Seasonal and interannual variation in the extent of hypoxia in the northern California Current from 1998–2012
Limnol. Oceanogr., 58(6), 2013, 2279-2292 | DOI: 10.4319/lo.2013.58.6.2279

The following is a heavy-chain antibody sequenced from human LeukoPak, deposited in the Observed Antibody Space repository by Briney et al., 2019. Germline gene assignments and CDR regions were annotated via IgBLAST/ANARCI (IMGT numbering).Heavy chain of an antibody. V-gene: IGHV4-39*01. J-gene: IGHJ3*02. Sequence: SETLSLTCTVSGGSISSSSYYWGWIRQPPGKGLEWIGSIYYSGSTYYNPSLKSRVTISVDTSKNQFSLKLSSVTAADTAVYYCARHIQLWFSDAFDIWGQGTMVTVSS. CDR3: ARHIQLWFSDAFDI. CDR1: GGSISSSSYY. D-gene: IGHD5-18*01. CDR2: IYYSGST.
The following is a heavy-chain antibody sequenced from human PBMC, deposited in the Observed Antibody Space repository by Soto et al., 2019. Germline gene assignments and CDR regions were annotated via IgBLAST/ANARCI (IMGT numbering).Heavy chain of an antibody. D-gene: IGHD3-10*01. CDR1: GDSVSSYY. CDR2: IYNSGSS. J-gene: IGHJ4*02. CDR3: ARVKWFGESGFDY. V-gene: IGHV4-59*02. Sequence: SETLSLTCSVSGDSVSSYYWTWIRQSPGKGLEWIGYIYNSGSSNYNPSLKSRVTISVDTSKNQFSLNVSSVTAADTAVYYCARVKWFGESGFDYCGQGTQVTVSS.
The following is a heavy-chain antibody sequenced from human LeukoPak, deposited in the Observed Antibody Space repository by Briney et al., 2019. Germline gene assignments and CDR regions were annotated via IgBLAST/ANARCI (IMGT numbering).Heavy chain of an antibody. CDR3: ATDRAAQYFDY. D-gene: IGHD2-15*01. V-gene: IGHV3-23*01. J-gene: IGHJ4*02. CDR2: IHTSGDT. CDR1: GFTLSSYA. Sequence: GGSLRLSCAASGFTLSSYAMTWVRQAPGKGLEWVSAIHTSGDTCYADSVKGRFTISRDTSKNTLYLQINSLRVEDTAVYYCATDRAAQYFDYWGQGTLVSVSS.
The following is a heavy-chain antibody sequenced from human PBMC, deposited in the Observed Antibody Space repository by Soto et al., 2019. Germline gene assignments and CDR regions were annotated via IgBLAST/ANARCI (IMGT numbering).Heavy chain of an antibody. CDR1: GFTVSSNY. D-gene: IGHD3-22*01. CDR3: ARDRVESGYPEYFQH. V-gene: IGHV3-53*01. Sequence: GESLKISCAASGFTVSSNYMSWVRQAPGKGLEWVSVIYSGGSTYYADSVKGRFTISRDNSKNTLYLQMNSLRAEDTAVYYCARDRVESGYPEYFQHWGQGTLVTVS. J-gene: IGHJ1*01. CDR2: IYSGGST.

ABSTRACT: This study addresses the occurrence, severity, and extent of hypoxia over the continental shelf of the northern California Current (40–48.5°N latitude) from 1998 to 2012. Clear seasonal trends exist in the timing and duration of hypoxia. The highest bottom-water dissolved oxygen concentrations occurred from November to March, and levels below the 1.4 mL L−1 hypoxia threshold were detected during the upwelling season (May through October). Regions of hypoxia tended to occur north of 42°N latitude and were most severe over the widest areas of the continental shelf. Hypoxic waters covered up to 62% (15,600 km2) of the continental shelf during some years (2002, 2007, 2008), and < 10% in others (2003, 2010–2011). There are seasonal and interannual shifts in both the depth and oxygen content of upwelled waters. Years with the greatest extent and severity of hypoxia had the lowest concentration of dissolved oxygen in upwelling source waters. The dissolved oxygen concentration of source waters showed a gradual decline from 1998 through 2007, with a subsequent increase from 2008–2010 before leveling off in 2011 and 2012. The variability in oxygen content of source waters correlates well with the North Pacific Gyre Oscillation and may indicate the importance of large-scale climate dynamics in determining the extent and severity of hypoxia in the northern California Current.